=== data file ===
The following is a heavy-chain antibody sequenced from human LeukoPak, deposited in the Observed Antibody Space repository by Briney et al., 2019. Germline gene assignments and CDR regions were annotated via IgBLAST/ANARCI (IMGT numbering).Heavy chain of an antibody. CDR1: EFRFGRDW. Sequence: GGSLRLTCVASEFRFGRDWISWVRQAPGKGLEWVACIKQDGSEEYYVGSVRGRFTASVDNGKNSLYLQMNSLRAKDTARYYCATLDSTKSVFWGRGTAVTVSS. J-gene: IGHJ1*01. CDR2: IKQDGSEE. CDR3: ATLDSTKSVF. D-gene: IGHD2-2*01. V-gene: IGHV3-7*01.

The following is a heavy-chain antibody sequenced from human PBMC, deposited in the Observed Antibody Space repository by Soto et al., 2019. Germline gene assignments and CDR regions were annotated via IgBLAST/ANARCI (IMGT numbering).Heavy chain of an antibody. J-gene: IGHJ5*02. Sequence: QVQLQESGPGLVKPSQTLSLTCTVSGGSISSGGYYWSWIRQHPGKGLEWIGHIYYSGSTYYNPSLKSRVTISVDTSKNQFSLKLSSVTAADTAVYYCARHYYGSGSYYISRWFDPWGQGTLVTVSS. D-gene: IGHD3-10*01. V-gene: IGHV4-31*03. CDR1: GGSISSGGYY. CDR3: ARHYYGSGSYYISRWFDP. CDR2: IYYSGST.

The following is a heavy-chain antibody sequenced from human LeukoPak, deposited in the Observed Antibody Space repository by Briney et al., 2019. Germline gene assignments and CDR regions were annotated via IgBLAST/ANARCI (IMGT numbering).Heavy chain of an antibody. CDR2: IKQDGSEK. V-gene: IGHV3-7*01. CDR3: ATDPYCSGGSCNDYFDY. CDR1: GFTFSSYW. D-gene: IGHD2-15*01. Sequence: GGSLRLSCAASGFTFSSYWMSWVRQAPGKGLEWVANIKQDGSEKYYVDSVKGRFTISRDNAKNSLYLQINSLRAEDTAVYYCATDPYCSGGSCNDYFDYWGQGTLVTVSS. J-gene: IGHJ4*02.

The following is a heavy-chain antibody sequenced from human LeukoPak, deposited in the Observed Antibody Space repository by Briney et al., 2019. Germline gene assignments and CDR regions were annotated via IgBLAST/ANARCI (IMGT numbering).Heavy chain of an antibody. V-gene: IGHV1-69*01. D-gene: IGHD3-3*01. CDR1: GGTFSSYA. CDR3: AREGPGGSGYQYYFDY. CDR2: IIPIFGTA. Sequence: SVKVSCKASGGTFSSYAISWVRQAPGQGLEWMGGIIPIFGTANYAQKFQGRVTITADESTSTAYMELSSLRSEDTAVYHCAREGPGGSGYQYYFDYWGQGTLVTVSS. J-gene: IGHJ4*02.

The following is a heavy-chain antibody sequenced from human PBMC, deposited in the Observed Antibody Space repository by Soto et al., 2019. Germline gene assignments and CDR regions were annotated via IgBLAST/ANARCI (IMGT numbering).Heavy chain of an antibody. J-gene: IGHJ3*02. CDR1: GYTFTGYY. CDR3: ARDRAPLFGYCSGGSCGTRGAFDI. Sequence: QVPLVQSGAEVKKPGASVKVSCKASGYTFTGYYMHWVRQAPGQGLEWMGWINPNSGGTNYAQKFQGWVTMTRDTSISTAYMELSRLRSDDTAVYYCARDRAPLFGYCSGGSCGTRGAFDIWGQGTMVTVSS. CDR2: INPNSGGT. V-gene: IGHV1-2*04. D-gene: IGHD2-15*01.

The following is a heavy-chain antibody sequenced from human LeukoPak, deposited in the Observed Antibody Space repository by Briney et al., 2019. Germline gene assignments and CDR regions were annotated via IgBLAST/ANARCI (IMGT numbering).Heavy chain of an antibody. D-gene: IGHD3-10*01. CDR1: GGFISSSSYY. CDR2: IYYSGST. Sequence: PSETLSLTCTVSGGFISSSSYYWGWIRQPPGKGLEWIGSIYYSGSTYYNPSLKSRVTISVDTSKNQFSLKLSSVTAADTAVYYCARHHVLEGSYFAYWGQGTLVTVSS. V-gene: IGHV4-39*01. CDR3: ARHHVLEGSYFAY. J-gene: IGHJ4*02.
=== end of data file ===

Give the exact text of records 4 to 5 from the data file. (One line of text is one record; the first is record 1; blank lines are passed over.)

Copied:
The following is a heavy-chain antibody sequenced from human LeukoPak, deposited in the Observed Antibody Space repository by Briney et al., 2019. Germline gene assignments and CDR regions were annotated via IgBLAST/ANARCI (IMGT numbering).Heavy chain of an antibody. V-gene: IGHV1-69*01. D-gene: IGHD3-3*01. CDR1: GGTFSSYA. CDR3: AREGPGGSGYQYYFDY. CDR2: IIPIFGTA. Sequence: SVKVSCKASGGTFSSYAISWVRQAPGQGLEWMGGIIPIFGTANYAQKFQGRVTITADESTSTAYMELSSLRSEDTAVYHCAREGPGGSGYQYYFDYWGQGTLVTVSS. J-gene: IGHJ4*02.

The following is a heavy-chain antibody sequenced from human PBMC, deposited in the Observed Antibody Space repository by Soto et al., 2019. Germline gene assignments and CDR regions were annotated via IgBLAST/ANARCI (IMGT numbering).Heavy chain of an antibody. J-gene: IGHJ3*02. CDR1: GYTFTGYY. CDR3: ARDRAPLFGYCSGGSCGTRGAFDI. Sequence: QVPLVQSGAEVKKPGASVKVSCKASGYTFTGYYMHWVRQAPGQGLEWMGWINPNSGGTNYAQKFQGWVTMTRDTSISTAYMELSRLRSDDTAVYYCARDRAPLFGYCSGGSCGTRGAFDIWGQGTMVTVSS. CDR2: INPNSGGT. V-gene: IGHV1-2*04. D-gene: IGHD2-15*01.